Behind President Roosevelt’s Great-Granddaughter’s Art


Art at Heart

Laura Roosevelt

“I think you’re born an artist,” says Laura Roosevelt, a great-granddaughter of late U.S. President Franklin D. Roosevelt and his wife, Eleanor. “It’s just a matter of whether you let it become a reality in your life and can make a living at it.” Residing once again in her native Dallas, Roosevelt is doing what she was born to do: creating art on a full-time basis.

Roosevelt began painting 15 years ago while working at Sotheby’s and raising three children. Her initial stylistically derivative work eventually evolved into something abstract. “I started just letting paint do what paint does,” she says about the drips, splotches and squiggles that populate her canvases.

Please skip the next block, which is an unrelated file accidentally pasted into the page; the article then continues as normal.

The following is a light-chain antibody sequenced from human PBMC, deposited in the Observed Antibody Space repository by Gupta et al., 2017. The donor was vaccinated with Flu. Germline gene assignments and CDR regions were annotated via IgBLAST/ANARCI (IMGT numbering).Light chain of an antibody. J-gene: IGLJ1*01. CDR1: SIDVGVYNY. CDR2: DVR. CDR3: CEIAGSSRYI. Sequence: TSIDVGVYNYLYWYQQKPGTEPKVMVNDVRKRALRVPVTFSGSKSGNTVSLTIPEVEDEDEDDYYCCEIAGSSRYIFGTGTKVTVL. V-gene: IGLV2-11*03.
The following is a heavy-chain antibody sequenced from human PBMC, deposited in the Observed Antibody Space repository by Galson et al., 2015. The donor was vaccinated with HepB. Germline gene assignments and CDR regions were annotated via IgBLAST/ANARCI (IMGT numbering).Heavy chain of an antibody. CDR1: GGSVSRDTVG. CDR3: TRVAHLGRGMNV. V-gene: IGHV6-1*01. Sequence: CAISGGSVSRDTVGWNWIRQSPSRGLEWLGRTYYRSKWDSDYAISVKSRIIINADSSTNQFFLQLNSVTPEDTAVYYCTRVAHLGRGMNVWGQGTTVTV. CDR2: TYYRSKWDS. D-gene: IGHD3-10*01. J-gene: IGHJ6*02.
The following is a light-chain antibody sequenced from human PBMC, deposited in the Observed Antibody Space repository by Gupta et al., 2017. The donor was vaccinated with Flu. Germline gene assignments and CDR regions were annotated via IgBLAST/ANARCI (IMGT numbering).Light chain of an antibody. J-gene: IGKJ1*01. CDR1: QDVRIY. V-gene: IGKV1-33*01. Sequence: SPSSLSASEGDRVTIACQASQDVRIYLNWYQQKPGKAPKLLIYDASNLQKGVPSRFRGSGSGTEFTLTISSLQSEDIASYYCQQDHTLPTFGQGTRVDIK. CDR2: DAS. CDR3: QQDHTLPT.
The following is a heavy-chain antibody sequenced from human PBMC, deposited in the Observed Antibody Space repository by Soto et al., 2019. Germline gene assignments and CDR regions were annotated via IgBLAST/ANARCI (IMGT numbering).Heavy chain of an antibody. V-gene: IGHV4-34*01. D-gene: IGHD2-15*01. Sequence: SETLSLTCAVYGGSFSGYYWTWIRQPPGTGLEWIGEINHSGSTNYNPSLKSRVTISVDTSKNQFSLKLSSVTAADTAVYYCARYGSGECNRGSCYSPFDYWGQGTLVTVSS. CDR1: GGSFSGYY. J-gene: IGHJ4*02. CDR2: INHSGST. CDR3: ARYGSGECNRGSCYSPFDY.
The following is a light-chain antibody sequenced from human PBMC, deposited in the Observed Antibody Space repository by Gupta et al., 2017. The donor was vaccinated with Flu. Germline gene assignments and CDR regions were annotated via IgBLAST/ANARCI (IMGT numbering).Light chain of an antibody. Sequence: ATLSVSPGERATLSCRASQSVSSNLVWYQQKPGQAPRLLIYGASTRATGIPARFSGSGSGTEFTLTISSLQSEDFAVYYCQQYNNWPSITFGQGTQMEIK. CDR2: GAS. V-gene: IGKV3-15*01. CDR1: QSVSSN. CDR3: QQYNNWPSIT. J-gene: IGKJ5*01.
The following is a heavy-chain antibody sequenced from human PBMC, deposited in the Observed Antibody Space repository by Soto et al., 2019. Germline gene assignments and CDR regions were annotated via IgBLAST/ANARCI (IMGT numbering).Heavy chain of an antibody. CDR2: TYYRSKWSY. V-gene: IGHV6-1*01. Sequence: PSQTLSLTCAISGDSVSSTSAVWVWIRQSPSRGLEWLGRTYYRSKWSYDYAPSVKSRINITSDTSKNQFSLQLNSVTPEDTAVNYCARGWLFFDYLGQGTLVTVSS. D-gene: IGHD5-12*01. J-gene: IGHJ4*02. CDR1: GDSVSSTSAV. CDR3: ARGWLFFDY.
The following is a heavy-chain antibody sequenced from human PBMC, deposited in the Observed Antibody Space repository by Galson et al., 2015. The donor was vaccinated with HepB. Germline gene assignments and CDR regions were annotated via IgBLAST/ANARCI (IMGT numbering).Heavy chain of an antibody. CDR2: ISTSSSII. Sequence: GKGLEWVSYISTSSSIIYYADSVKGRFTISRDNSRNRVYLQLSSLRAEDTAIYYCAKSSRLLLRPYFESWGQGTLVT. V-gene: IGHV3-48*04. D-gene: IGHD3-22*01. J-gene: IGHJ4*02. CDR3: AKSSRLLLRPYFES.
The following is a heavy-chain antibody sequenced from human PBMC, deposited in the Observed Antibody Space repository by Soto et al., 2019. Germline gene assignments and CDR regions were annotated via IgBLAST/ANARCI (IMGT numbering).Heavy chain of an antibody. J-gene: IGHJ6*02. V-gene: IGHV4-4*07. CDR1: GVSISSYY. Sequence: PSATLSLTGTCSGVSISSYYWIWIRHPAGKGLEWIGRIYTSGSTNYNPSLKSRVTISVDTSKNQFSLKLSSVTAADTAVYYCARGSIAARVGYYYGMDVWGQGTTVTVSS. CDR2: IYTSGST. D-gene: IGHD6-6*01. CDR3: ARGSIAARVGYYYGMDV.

In December, she opened her studio, LR Art House–convinced, she says, that “art should be viewed in a manner in which it normally lives.” Clients can see her paintings in her townhome by appointment or at EC Dicken, the city’s oldest design showroom. “My work could seem intimidating in a gallery setting,” she says.

Roosevelt often references landscapes or architecture in her art, allowing shapes to barely peek through–like shadows–under countless layers of paint. Inspired by texture and travel, she loves to incorporate natural elements into each piece: earth and objects foraged along the Ganges River in India; sand from St. Barts or from her family ranch in North Texas.

“I want my paintings to capture the spirit and essence of a place or piece of architecture,” she says, “the kinds of things that well up inside you when observing the world.”